"Foreclosed"

 

The second of Zillow's "pre-market" property categories is a lot trickier and misleading than the previous one. In Zillow terminology, "Foreclosed" means this (again, bolding is mine):

This property is owned by a bank or a lender who took ownership through foreclosure proceedings. It may soon be listed for sale. This property is not found on a multiple listing service (MLS).

 

Again, just like "Pre-Foreclosures," "Forclosed" homes on Zillow are NOT ON THE MARKET. Does the bank own them? Yes. Are they available to buy? No. Not even if you know someone who knows someone who works at Wells Fargo? No. Not even if you join a secret society that all Realtors must surely be hiding from you that you desperately want into? No (note: this secret society does not exist). Not even if you ask me 12 million times? No.

These properties currently exist in a limbo state. They will not be available for sale until the bank does all of their due diligence on them (appraisals, inspections, trash outs, etc.) and they are listed by an actual real estate agent in the MLS.

Again, Zillow gives you a "Foreclosure Est" or estimate right above their "Zestimate." And again, there is NO WAY YOU ARE EVER GOING TO BUY THE HOUSE FOR THAT "FORECLOSURE ESTIMATE" PRICE.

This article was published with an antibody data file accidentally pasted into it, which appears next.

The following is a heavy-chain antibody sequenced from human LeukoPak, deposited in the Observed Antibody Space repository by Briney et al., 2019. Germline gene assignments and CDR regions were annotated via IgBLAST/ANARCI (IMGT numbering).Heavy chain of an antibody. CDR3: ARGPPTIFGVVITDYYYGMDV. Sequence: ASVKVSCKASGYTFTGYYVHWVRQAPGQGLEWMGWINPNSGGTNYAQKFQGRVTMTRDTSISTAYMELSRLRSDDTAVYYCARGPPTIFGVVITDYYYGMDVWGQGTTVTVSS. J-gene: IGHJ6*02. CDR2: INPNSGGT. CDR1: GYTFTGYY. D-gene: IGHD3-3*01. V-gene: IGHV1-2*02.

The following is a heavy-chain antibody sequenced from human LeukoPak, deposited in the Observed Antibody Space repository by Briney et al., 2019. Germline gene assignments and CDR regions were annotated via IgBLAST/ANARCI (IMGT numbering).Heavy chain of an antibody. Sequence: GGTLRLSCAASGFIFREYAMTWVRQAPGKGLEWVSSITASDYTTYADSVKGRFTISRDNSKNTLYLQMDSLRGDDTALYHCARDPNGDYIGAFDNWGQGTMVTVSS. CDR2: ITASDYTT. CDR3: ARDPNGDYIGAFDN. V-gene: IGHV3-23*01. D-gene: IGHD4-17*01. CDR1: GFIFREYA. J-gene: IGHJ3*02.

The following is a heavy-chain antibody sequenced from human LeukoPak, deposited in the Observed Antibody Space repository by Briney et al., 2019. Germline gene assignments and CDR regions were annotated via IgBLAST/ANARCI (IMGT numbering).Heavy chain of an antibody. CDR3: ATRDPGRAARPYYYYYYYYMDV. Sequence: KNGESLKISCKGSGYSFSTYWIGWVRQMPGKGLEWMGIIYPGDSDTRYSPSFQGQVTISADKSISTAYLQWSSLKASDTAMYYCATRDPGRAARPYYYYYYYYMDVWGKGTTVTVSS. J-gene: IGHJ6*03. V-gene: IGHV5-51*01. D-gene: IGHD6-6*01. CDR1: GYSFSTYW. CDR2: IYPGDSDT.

I guess I also use all caps a lot when I get upset.

So, to summarize Zillow's "Foreclosed" properties:

1. If you call me about them,  I cannot help you buy them. They are not on the market.
2. The only way I can show them to you is with a crow bar (which again, is unlawful breaking and entering) .
3. There is almost no chance you will ever buy them for that "Foreclosure Estimate" amount.

"Foreclosures" 


Finally, a label that doesn't make me want to scream. These are the real deal: on the market, bank owned properties that are ready for you to buy (and where I get all these pictures from). Hot dog!

And yeah, sometimes, at least according to Zillow's "Zestimate," these are great deals ($66,000 list price vs. $111,000 Zestimate). However, always keep in mind that the condition of each foreclosure is different and some may need a lot more work than others (new HVAC, roof, appliances, plumbing, exorcism, etc). Some, on the other hand, will look pretty much like any other house. Those are going to be listed closer to market value. The bottom line is, unless you get really lucky you get what you pay for. 

So, to summarize Zillow's "Foreclosure" properties:

1. If you call me about them,  I can totally help you buy them.
2. I can show them to you by setting up an appointment and using an MLS key or combo code to get in.
3. You may get a good deal, but you also may have to do a good bit of sweat equity. And no, banks don't like to do much downward negotiating in the first 30 days of the listing. 

And that's about the size of it. Please note that I don't work for Zillow, I'm not out to get Zillow, and I'm not an expert on anything (except maybe Instagramming cats and scary dolls).  I just feel that this information may help to avoid a lot of confusion for homebuyers looking on Zillow's site.

If you have any further comments, questions or harangues, feel free to leave them in the comments or send them my way. And please, use Zillow to do your house search. Just use me to buy your house :)